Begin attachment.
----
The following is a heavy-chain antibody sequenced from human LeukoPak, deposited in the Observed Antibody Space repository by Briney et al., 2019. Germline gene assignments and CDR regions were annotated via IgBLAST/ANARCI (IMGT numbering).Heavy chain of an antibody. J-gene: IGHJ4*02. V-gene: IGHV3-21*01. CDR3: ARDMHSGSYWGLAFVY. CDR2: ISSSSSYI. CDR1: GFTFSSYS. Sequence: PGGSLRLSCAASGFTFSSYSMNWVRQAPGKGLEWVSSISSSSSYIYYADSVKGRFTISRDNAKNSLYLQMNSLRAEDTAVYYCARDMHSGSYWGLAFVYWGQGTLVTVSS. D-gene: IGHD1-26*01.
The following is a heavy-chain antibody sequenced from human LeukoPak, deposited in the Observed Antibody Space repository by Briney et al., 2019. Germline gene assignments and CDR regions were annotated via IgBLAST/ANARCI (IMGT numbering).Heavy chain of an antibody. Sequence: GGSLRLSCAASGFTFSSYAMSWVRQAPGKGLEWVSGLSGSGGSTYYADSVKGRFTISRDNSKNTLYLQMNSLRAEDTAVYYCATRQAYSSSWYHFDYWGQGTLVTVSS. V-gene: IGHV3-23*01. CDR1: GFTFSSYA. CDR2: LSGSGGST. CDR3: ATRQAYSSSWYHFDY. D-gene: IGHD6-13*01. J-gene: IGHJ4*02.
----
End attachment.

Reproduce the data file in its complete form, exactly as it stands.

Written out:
The following is a heavy-chain antibody sequenced from human LeukoPak, deposited in the Observed Antibody Space repository by Briney et al., 2019. Germline gene assignments and CDR regions were annotated via IgBLAST/ANARCI (IMGT numbering).Heavy chain of an antibody. J-gene: IGHJ4*02. V-gene: IGHV3-21*01. CDR3: ARDMHSGSYWGLAFVY. CDR2: ISSSSSYI. CDR1: GFTFSSYS. Sequence: PGGSLRLSCAASGFTFSSYSMNWVRQAPGKGLEWVSSISSSSSYIYYADSVKGRFTISRDNAKNSLYLQMNSLRAEDTAVYYCARDMHSGSYWGLAFVYWGQGTLVTVSS. D-gene: IGHD1-26*01.
The following is a heavy-chain antibody sequenced from human LeukoPak, deposited in the Observed Antibody Space repository by Briney et al., 2019. Germline gene assignments and CDR regions were annotated via IgBLAST/ANARCI (IMGT numbering).Heavy chain of an antibody. Sequence: GGSLRLSCAASGFTFSSYAMSWVRQAPGKGLEWVSGLSGSGGSTYYADSVKGRFTISRDNSKNTLYLQMNSLRAEDTAVYYCATRQAYSSSWYHFDYWGQGTLVTVSS. V-gene: IGHV3-23*01. CDR1: GFTFSSYA. CDR2: LSGSGGST. CDR3: ATRQAYSSSWYHFDY. D-gene: IGHD6-13*01. J-gene: IGHJ4*02.